Older houses hit by new red tape

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Brendan Magaar

If youre planning on renovating or altering any building built before 1952, the eThekwini municipality has changed the rules.

Durban - Thousands of home and business owners in Durban and the rest of KwaZulu-Natal are about to be hit with new levels of expense, delay and red tape when renovating or altering any building built before 1952.

Provincial heritage agency Amafa announced on Wednesday that all applications to alter or demolish listed buildings, including all buildings more than 60-years-old, would be subject to new approval procedures, including the need to advertise in the KZN Government Gazette and to allow for a new 30-day period for objections.

Amafa said in a statement that, until now, the statutory heritage council review committees had decided on a case-by-case basis whether there was a need for public participation.

“However, legal advice we have received is that the Promotion of Administrative Justice Act requires the new procedure.”

This meant that all applications for alteration or demolition were likely to be delayed for another two to three weeks, because of the need to bring the permit-issuing process in KZN into line with practice in the other provinces and at national level.

Although the council allowed for a 90-day processing period, most applications were currently dealt with in about two weeks. This period was now likely to stretch to about four to five weeks.

Ros Deveraux, head of Amafa’s built-environment section, told The Mercury that the council was still trying to establish whether application fees would need to rise to cover the cost of advertising in the provincial gazette.

Applicants would also have to bear the cost of getting permission from neighbours or sending registered letters to neighbours.

“Depending on where you live, you may have to send out letters to at least eight neighbours – and possibly up to 40 neighbours if they are within a 100m radius.”

This applied to all immediate neighbours, including corner neighbours and homes on the opposite side of the street. With each registered letter costing around R15, the new provisions could push up costs considerably.

“Some of the applications we receive are for quite minor alterations. But we have just had this thing thrown at us and we are trying to work out whether we can dispense with some of the new provisions.”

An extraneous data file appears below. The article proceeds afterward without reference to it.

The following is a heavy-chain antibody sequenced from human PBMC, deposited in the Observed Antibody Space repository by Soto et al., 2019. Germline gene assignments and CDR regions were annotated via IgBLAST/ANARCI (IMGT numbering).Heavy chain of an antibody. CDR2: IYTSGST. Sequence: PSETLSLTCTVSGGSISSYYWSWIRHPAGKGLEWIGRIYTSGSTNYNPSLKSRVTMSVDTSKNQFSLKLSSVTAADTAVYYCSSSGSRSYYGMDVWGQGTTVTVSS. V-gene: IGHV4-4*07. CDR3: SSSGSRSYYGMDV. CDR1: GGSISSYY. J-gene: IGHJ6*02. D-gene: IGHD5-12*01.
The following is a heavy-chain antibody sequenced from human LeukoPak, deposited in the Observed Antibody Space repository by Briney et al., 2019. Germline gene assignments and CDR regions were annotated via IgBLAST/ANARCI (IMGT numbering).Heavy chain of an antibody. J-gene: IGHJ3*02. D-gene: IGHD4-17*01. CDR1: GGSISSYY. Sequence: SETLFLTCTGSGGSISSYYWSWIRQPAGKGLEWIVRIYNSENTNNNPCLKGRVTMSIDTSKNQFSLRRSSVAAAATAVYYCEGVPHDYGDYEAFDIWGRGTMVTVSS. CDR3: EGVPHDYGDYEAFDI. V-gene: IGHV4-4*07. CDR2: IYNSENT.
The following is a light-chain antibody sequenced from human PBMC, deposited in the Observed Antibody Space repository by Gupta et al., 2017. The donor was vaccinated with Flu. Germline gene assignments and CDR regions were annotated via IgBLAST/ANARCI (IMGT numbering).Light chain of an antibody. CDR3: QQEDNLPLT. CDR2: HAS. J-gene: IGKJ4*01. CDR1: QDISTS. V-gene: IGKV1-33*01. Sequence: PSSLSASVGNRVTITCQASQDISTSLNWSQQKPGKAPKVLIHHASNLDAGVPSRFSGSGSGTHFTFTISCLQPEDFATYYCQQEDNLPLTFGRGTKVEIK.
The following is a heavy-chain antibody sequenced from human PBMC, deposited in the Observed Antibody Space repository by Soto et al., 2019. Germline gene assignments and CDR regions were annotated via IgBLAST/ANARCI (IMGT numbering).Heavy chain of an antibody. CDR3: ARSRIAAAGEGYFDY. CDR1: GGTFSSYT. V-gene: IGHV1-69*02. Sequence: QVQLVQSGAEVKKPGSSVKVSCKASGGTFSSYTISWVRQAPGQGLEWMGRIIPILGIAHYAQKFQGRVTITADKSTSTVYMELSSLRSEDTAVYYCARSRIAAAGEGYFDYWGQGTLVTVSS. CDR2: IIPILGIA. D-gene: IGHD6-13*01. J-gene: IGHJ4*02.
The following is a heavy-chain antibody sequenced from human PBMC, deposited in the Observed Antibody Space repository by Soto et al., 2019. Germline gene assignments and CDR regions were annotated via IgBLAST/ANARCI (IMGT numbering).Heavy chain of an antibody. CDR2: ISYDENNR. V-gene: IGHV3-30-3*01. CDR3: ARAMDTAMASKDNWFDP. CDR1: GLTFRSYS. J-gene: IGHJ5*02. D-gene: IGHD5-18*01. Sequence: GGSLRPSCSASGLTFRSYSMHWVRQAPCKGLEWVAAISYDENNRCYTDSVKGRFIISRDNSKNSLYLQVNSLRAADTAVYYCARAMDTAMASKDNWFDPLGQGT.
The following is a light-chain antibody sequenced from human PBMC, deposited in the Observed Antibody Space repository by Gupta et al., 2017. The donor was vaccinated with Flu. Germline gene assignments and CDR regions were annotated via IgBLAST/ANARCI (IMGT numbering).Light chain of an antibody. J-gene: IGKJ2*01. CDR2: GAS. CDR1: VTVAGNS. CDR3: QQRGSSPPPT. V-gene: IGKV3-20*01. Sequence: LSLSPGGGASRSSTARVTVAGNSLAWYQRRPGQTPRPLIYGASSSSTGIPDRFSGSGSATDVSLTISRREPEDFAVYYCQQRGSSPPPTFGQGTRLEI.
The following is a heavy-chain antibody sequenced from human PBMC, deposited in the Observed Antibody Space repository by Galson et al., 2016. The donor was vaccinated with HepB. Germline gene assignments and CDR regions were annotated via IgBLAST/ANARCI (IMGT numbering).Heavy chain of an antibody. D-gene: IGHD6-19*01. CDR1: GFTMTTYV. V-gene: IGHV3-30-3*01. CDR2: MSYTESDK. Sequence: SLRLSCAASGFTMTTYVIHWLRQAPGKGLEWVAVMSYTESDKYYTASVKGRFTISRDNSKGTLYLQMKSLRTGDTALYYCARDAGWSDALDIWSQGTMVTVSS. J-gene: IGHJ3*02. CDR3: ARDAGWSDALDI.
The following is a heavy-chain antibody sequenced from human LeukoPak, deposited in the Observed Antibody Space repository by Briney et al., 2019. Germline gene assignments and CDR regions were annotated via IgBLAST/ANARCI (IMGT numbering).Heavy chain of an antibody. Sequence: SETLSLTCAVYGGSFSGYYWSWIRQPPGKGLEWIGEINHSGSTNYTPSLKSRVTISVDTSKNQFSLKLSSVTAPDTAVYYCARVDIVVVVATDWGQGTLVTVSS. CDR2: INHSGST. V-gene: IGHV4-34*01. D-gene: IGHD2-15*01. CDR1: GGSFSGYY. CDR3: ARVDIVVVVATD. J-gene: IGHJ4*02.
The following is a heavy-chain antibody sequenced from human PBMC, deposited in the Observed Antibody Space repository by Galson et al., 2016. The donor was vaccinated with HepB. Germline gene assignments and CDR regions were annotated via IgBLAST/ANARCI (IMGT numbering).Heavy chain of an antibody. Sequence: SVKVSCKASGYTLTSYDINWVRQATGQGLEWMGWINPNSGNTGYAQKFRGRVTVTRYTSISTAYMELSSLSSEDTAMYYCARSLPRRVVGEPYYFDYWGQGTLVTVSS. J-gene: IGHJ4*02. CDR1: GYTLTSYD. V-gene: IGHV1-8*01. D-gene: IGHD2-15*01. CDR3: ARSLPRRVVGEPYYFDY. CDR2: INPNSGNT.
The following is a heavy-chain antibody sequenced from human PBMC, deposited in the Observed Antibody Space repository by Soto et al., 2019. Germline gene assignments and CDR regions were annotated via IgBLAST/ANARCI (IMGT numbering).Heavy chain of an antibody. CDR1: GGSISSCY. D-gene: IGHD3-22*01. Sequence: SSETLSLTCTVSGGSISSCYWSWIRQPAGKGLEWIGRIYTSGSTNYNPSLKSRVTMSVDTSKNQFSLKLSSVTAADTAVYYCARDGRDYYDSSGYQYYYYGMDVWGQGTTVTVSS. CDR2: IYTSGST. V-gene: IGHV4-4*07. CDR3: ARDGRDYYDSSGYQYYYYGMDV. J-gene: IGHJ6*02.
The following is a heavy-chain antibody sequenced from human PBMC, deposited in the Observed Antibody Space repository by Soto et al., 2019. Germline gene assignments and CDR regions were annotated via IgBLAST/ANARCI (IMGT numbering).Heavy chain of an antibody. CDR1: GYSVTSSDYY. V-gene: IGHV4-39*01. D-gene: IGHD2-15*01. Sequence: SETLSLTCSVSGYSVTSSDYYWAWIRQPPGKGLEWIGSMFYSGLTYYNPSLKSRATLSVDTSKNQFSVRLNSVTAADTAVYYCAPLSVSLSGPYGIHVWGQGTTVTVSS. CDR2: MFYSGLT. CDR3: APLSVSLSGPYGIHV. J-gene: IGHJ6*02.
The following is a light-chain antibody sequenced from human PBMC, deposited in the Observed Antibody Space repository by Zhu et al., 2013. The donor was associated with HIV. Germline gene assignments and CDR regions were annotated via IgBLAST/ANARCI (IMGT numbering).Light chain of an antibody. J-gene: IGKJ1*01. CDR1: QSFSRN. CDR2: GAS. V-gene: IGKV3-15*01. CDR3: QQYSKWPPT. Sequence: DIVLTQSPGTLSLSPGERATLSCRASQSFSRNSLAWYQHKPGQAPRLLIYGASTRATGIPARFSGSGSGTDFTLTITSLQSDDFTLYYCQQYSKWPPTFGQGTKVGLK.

Architects in Durban have raised concerns that the new process would further delay applications and frustrate clients. Haroon Mahomed, from Signature Architectural Studio, said that the process would burden a client financially and add considerable delay, with applications to Amafa already taking about a month to process.

He said areas such as Westville, Reservoir Hills, Durban North and Berea had many houses that were more than 50 and 60 years old.

“In five to 10 years, 80 percent of the houses will fall under this rule.”

He added that many of the houses did not hold any architectural merit or value, and the process would be a waste of time.

He also said that the process of sending registered mail was a further financial burden on clients, especially in densely populated areas. “This also means that we have to find the information, get post box numbers and deliver the mail, and one objection from a neighbour could throw the application back to the start.”

Leon Barnard of Consult Design said that while there would be delays and financial consequences, the process was beneficial in highlighting which buildings needed protection. He said people needed to understand why the process was needed.

“In Cape Town, for example, such a process has worked, where structures of value are protected, and modern buildings are erected behind, without hurting the valued property.”

Asked whether the council was concerned that homeowners would simply ignore the new procedures, Deveraux cautioned that offenders faced hefty fines if they were caught.

Heritage legislation provided for a maximum jail term of up to five years for the most serious offenders.

She noted that home owners also faced rectification fees of R3 000 if they tried to sell their listed or protected homes, if alterations came to light that did not match plans held on file by municipalities. - The Mercury

For information e-mail Deveraux at: [email protected]


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